14th Conference on Interaction of the Sea and Atmosphere
Eighth Conference on Atmospheric Chemistry
AMS Forum: Managing our Physical and Natural Resources: Successes and Challenges


Marine storm impacts on bubbles and air-sea exchange of gases

Weiqing Zhang, Bedford Institute of Oceanography, Dartmouth, NS, Canada; and W. Perrie and S. Vagle

Starting from September 2002, two years of data from the Canadian SOLAS Northeast Pacific mooring deployed at station P (50N, 145W) have been recovered. The instrumentation includes a vertical array of dissolved gas sensors (pCO2, O2, N2), an upward looking echo-sounder for bubble measurements, an ambient sound recorder for wind and precipitation, and a variety of other sounders. This allows studies of air-sea gas exchange processes in the open ocean, especially in periods with high winds and sea states. These data are quite rare, in terms of collections of field data during storms.

In an analysis of time-series data of dissolved CO2 measurements during Hurricane Gustav in the NW Atlantic, Perrie et al. (2004, GRL) showed that the storm-induced CO2 flux can vary by a factor of two, comparing three recent gas transfer formulations (Wanninkhof and McGillis, 1999, GRL; Zhao et al. 2003, Tellus; Fairall et al. 2000, Bound. Layer Meteor.). But lack of any vertical resolution in the measurements meant that they could not rule out water advection and entrainment, rather than bubble-mediated air injection, as the cause of the increased flux.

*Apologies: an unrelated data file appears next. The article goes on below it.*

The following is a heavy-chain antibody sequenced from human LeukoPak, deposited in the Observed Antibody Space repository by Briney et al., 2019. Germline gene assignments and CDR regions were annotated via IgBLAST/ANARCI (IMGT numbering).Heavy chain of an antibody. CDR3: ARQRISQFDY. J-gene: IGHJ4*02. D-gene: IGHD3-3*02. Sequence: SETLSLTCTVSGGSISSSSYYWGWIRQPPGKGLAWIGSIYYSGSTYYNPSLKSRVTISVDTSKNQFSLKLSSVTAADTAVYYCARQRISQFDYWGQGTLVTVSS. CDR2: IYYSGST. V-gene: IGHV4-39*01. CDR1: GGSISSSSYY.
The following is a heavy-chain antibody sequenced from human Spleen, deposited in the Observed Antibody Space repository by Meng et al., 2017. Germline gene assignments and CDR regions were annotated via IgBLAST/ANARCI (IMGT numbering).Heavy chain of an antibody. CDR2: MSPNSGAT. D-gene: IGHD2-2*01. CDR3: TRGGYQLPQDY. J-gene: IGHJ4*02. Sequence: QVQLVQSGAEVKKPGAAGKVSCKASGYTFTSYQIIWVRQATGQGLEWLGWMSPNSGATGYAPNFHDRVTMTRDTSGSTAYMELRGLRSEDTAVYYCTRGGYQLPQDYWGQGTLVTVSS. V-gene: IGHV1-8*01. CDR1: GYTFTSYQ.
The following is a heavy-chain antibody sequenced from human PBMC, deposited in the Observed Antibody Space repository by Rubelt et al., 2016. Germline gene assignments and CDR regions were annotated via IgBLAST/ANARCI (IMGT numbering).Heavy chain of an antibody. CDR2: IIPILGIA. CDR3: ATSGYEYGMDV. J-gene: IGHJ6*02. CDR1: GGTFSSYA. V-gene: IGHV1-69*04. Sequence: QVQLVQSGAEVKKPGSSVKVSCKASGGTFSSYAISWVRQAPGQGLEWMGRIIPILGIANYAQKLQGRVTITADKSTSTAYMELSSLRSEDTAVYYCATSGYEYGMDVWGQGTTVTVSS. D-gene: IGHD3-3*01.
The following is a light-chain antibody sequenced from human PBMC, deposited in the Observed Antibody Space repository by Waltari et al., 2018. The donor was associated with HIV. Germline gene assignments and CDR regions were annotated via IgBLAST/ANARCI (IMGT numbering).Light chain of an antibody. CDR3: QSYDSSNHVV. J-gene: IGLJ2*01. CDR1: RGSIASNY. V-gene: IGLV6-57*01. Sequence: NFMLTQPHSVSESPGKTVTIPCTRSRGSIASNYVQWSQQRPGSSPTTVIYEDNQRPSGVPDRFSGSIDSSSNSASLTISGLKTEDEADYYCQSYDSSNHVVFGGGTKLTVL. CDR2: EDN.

A 7-day long storm case, with winds (10 m reference height) greater than 15 m/s lasting about 2 days during the 2003–2004 mooring period, is studied in this paper. As suggested by Woolf (1997), given a time series of gas concentrations, wave breaking and bubble cloud statistics and other environmental measurements are important considerations. We present our progress in terms of working to establish the dependence of direct, bubble-mediated gas transfer velocities, and the fractional supersaturation induced by the bubbles and related environmental factors. As a preliminary step in better understanding the gas exchange under high wind conditions, with the contributions from bubbles included, the bubble distribution and the possible dependence of bubble–induced gas transfer velocity on wave breaking and other environmental factors are included in our studies and simulations co-located with in situ observations.

extended abstract  Extended Abstract (140K)

Joint Session 6, Air-Sea Exchange of Trace Gases (Joint between the 14th Conference on Interaction of the Sea and Atmosphere, the 8th Conference on Atmospheric Chemistry, and the AMS Forum on Managing our Physical and Natural Resources: Success and Challenges)
Wednesday, 1 February 2006, 4:00 PM-5:30 PM, A309

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